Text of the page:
The Colors Reverse and Counter March How-to

DrillMaster Ask DrillMaster, Color Guard/Color Team, Honor Guard, Honor Guard Training, Instructional 5 Comments

We can read in the Army Training Circular (and the Marine Corps Order) how to execute the move and even see the provided diagram, but it sometimes really helps to see exactly what the feet do. The Colors Reverse, called Countermarch in the Marine Corps, Navy, and Coast Guard, turns the team around 180 degrees without executing a wheel movement.


Take the above information and put it into this setting: Colors Reverse, MARCH, is called on two consecutive left steps (Countermarch, MARCH ends on the left foot in the Marine Corps style) while marching forward, marking time, or while at the halt. Your tempo NEVER changes, it must remain the same no matter what step you are taking.


When called from the halt, all services go right into the move, no preparation steps.

Whether you are marching forward at a full step, half step or marching in place, DO NOT SPEED UP, maintain the same tempo all of the time. Use a metronome app on your phone.

Remember: Service color guards, by regulation, must carry, at a minimum, the American flag and the service flag. Teams are not authorized to replace the service flag.

Colors Reverse (Army and AF)

  • RRG- Right Rifle Guard
  • US- US Color Bearer
  • SVS- Service Color Bearer
  • LRG- Left Rifle Guard

I’m reworking the diagrams. The Face-in-March is not what the Army must execute, it’s flanks for all pivots, just like the Countermarch, below.

Countermarch (MC, N, & CG)

The command is given from the halt, while marching or marking time. If given while marching, the command is on two consecutive left steps.

During the movement, the team’s steps will not be exactly half or whole, they will be just a little less to make proper distance and alignment.

  • RRG- Right Rifle Guard
  • US- US Color Bearer
  • SVS- Service Color Bearer
  • LRG- Left Rifle Guard

Outside Flanks.” For the Fleet and cadets: you are not authorized to execute Countermarch using inside flanks, like the color guard of Marine Barracks Washington. You must execute standard flanking movements, “Outside Flanks”, where you pivot on the outside foot, the opposite foot of the direction you are going.

The Marine Corps’ Counter March for the Color Guard can be somewhat of a mystery. Why? The guiding directive, MCO 5060.20 is not as crystal clear as one would like.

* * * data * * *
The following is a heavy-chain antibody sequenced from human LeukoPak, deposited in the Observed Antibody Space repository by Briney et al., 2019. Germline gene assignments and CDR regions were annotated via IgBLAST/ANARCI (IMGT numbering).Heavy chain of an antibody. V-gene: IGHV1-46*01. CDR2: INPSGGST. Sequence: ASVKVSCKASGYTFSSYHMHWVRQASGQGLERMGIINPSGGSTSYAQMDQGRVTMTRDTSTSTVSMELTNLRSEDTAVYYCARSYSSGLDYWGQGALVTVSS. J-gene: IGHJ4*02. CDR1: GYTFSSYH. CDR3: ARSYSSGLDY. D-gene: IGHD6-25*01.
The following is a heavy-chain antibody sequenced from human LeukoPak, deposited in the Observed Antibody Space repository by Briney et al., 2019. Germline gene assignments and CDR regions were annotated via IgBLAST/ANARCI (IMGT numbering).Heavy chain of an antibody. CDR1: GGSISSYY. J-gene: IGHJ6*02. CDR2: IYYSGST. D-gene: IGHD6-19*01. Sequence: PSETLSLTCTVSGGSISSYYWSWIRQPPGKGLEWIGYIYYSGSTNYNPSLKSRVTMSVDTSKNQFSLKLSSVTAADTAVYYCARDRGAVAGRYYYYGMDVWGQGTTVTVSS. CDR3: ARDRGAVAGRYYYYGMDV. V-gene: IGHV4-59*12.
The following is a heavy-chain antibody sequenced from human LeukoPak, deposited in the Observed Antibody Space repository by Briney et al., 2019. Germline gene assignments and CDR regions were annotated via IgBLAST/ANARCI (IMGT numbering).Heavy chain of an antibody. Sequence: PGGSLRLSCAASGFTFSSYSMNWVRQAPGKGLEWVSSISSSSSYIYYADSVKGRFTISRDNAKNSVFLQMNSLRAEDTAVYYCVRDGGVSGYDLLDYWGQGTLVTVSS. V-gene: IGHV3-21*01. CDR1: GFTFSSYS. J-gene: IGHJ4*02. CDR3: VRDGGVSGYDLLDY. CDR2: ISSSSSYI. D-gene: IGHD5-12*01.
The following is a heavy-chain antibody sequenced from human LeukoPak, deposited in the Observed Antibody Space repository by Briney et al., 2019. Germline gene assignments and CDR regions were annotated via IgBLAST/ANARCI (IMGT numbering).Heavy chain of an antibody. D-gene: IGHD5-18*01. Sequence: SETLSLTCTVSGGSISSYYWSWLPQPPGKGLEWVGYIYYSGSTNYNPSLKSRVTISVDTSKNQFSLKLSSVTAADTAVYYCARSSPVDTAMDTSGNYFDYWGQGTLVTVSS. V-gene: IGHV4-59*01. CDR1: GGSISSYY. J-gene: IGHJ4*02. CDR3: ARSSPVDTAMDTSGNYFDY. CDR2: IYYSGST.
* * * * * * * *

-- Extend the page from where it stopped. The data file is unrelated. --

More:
Before we continue: “If a female is part of the color guard she wears trousers and not a skirt, for uniformity. When designating the uniform for the color guard, consideration should be given to the effect that the color bearers’ slings may have on ribbons and badges. Slings are adjusted so that the colors are the same height when at the carry or, if this isn’t possible, the national colors are slightly higher than the organizational colors. If necessary, have the senior color bearer slightly taller than the organizational color bearer. All members of the color guard wear the pistol belt (white belt if in blues [yes, even the female members -DM]); the color bearers wear the pistol belt over the sling to keep the sling firmly in place. If the color guard is wearing the service cover, then they use two chinstraps. One is worn normally and the second one is worn under the chin.

“All colors carried by the color guard are attached to staffs of equal height. The standard color staff consists of a 9 1/2-foot, hardwood pole capped at each end by metal ferrules. The use of the all-metal staff is only authorized for Marine Barracks, Washington, DC. A metal spearhead screws into the top of the staff.”

Alignment of the color guard members. The text and pictures* do not match in the manual. “The color guard is formed and marches in one rank at Close Interval with the color bearers in the center. While marching, members of the color guard do not swing their free arms. “

*Some of the pictures are of Marines attached to the honor guard in DC and thereby show hand positions that are not authorized for the rest of the Fleet and JROTC units: knuckles horizontal when at attention and index finger pointed to the ground when using the strong grip on a flagstaff.

Counter March text from the manual